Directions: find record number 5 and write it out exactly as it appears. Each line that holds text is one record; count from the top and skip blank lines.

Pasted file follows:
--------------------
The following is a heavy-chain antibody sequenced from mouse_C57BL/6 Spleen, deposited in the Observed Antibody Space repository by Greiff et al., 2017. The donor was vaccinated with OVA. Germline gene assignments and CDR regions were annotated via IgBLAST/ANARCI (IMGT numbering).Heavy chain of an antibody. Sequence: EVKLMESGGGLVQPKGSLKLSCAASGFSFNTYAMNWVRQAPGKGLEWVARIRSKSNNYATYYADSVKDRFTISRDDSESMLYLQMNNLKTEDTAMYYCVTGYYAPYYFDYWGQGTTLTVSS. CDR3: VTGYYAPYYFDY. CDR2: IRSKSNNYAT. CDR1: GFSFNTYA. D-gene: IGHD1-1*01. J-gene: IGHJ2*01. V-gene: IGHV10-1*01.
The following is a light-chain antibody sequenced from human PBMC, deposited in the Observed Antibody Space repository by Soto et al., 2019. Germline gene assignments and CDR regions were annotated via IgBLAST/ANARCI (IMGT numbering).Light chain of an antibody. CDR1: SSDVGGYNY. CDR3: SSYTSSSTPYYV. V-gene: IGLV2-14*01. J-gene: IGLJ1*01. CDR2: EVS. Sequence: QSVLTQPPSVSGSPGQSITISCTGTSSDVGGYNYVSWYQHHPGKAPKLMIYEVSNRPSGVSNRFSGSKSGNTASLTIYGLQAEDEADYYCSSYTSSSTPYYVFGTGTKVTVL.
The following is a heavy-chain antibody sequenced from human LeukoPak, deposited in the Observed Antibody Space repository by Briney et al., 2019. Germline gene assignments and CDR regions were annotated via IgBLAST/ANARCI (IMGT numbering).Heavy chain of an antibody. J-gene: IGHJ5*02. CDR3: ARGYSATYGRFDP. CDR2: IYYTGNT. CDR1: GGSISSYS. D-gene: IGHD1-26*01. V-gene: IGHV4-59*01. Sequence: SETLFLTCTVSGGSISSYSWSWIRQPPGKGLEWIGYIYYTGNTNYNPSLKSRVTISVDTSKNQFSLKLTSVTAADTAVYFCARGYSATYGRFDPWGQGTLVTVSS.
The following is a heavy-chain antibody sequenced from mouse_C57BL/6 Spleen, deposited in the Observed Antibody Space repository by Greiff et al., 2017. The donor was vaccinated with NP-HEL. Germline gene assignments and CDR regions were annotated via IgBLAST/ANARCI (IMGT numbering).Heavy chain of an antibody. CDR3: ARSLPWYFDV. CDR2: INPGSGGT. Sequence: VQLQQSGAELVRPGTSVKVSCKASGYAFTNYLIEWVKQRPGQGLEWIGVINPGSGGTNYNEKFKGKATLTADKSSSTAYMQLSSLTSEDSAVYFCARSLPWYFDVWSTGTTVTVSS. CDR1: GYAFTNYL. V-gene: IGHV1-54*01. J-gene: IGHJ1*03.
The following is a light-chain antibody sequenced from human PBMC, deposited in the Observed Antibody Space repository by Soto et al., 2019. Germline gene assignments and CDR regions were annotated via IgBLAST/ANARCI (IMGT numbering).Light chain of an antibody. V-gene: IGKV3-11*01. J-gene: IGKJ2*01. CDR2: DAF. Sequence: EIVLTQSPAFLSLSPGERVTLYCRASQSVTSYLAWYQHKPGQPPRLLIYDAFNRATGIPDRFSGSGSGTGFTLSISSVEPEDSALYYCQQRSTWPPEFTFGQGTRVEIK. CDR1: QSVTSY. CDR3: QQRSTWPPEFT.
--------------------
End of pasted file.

The following is a light-chain antibody sequenced from human PBMC, deposited in the Observed Antibody Space repository by Soto et al., 2019. Germline gene assignments and CDR regions were annotated via IgBLAST/ANARCI (IMGT numbering).Light chain of an antibody. V-gene: IGKV3-11*01. J-gene: IGKJ2*01. CDR2: DAF. Sequence: EIVLTQSPAFLSLSPGERVTLYCRASQSVTSYLAWYQHKPGQPPRLLIYDAFNRATGIPDRFSGSGSGTGFTLSISSVEPEDSALYYCQQRSTWPPEFTFGQGTRVEIK. CDR1: QSVTSY. CDR3: QQRSTWPPEFT.